SEC Exempts Asset-Backed Issuers from New Cybersecurity Rules

SEC exemption is based on industry advocacy spearheaded and crafted by Orrick partner Mike Mitchell

4 minute read | July.27.2023

  • The Securities and Exchange Commission (“SEC”) adopted new rules on July 26, 2023, to enhance and standardize disclosures regarding cybersecurity risk management, strategy, governance, and incidents by public companies.
  • In addition to requiring current disclosure about material cybersecurity incidents, the final rules require periodic disclosures about a registrant’s processes to assess, identify, and manage material cybersecurity risks, management’s role in assessing and managing material cybersecurity risks, and the board of directors’ oversight of cybersecurity risks.
  • The final rules take effect 30 days after their date of publication in the Federal Register.


The SEC issued proposed rules on March 9, 2022 that, on their face, would have applied to corporate issuers and asset-backed issuers alike, though they would have included an exception for a narrow subset of the new disclosures relating to certain governance matters in cases where the asset-backed issuer did not have any executive officers or directors. In an effort spearheaded and led by Orrick partner Mike Mitchell, the Structured Finance Association (“SFA”) organized a task force to assess and comment on the proposed rules. SFA submitted their comment letter on the proposed rules on May 9, 2022.

A central theme of SFA’s comment letter was that the framework proposed by the SEC did not take into account key aspects of ABS transactions that differentiate them from corporate securities transactions, including that asset-backed issuers are typically limited purpose, passive special purpose vehicles with limited activities, no operations or businesses, and no information systems. SFA also generally opposed applying the proposed rules to other transaction parties (such as the sponsor, servicer, originator, or trustee) because such parties are neither issuers of, nor obligors on, an asset-backed security, and because it is unlikely that such a transaction party’s financial performance or position would be affected by a cybersecurity incident to such an extent as to materially impede its ability to perform its duties and responsibilities to the securitization transaction.[1]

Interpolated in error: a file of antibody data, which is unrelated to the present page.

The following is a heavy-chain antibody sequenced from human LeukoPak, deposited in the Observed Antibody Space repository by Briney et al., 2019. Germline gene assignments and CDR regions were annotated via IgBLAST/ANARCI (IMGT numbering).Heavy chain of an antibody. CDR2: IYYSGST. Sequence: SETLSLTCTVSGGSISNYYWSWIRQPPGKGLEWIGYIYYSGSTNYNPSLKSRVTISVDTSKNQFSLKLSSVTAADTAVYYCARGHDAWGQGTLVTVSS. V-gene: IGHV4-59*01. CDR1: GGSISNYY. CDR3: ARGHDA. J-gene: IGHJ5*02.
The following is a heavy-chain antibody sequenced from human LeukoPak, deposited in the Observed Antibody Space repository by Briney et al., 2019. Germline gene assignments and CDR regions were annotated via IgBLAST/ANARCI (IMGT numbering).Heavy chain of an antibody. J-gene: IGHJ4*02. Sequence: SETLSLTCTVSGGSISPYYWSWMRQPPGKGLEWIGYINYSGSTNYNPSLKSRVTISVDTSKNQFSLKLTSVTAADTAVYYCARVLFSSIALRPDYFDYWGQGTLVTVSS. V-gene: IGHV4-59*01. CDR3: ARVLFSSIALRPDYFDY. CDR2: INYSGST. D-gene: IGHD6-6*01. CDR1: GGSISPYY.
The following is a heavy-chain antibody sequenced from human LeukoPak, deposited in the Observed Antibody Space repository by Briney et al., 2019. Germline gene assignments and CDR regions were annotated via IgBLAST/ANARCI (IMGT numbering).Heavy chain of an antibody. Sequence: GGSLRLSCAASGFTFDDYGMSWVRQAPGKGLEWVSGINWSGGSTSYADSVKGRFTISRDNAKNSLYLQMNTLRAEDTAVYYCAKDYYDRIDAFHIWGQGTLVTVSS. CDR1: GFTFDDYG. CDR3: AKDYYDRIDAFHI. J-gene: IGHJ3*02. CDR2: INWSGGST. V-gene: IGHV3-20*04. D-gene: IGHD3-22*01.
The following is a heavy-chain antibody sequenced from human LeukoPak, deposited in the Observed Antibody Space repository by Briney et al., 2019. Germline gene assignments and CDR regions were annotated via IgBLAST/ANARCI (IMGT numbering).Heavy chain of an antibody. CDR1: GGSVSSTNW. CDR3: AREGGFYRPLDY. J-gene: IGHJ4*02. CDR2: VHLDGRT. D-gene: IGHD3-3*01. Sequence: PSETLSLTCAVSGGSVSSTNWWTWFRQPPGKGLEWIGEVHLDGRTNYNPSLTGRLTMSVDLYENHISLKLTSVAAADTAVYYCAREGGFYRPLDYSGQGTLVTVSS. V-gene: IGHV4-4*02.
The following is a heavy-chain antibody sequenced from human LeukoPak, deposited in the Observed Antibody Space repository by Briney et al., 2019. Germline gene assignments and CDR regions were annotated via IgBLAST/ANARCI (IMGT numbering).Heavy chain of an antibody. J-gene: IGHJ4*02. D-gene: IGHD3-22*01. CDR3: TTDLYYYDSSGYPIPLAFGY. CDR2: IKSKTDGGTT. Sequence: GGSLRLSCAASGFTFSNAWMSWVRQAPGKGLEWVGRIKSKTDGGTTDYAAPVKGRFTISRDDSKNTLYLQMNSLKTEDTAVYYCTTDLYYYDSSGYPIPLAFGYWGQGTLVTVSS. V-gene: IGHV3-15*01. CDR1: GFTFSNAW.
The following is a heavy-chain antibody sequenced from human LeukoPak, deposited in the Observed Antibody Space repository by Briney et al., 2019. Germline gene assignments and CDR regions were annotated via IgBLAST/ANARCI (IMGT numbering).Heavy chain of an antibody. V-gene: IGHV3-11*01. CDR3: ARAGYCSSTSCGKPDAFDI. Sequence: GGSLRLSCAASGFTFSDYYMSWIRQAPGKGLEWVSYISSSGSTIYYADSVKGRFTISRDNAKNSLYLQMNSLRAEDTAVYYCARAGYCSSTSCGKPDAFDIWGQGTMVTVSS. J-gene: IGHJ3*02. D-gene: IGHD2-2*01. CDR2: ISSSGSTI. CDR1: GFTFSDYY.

Exemption for Asset-Backed Issuers and Related Considerations

The SEC was persuaded by SFA’s advocacy and has exempted asset-backed issuers from the final rules. In particular, the SEC agreed that asset-backed issuers are typically special purpose vehicles whose activities are limited to receiving or purchasing, and transferring or selling, assets to an issuing entity and, accordingly, do not own or use information systems, whereas the final rules are premised on an issuer’s ownership or use of information systems. The SEC indicates that it may consider cybersecurity disclosure rules specific to asset-backed securities at a later date.

While asset-backed issuers are exempt from the final rules, the SEC and its staff have issued interpretive guidance concerning the application of existing disclosure and other requirements under the federal securities laws to cybersecurity risks and incidents. In 2011, the staff of the SEC’s Division of Corporation Finance issued interpretive guidance providing the Division’s views concerning operating companies’ disclosure obligations relating to cybersecurity risks and incidents. In 2018, the SEC issued additional interpretive guidance reinforcing and expanding upon the 2011 staff guidance to assist operating companies in determining when these disclosure obligations may arise under existing disclosure rules.

While the SEC’s interpretive guidance addressed these disclosure obligations for operating companies, asset-backed issuers have adapted that guidance to their transactions when assessing the materiality of cybersecurity risks and incidents while preparing disclosure required in registration statements and prospectuses under the Securities Act of 1933.

  • Many asset-backed issuers include enhanced disclosure relating to cybersecurity risks and incidents, based on general principles of materiality as applied in the context of an ABS transaction.
  • While these disclosures vary in their level of detail, they typically address, among other things, how cybersecurity risks and incidents may disrupt the servicing and performance of the pool assets.
  • Depending on the materiality of a cybersecurity incident, this disclosure may address the cause, scope, and impact of the incident, as well as remedial steps the servicer has taken or is taking in response to the incident.

Asset-backed issuers should continue to assess these risks and incidents notwithstanding their exemption from these final rules.

If you have any inquiries or insights, or would like to explore this topic further, please reach out to Mike Mitchell, or any other member of our Structured Finance team.

[1] SFA did acknowledge that cybersecurity disclosure rules might make sense for servicers of asset-backed securities, but advocated that any new rules should be tailored to such entities, rather than applying rules developed for corporate issuers.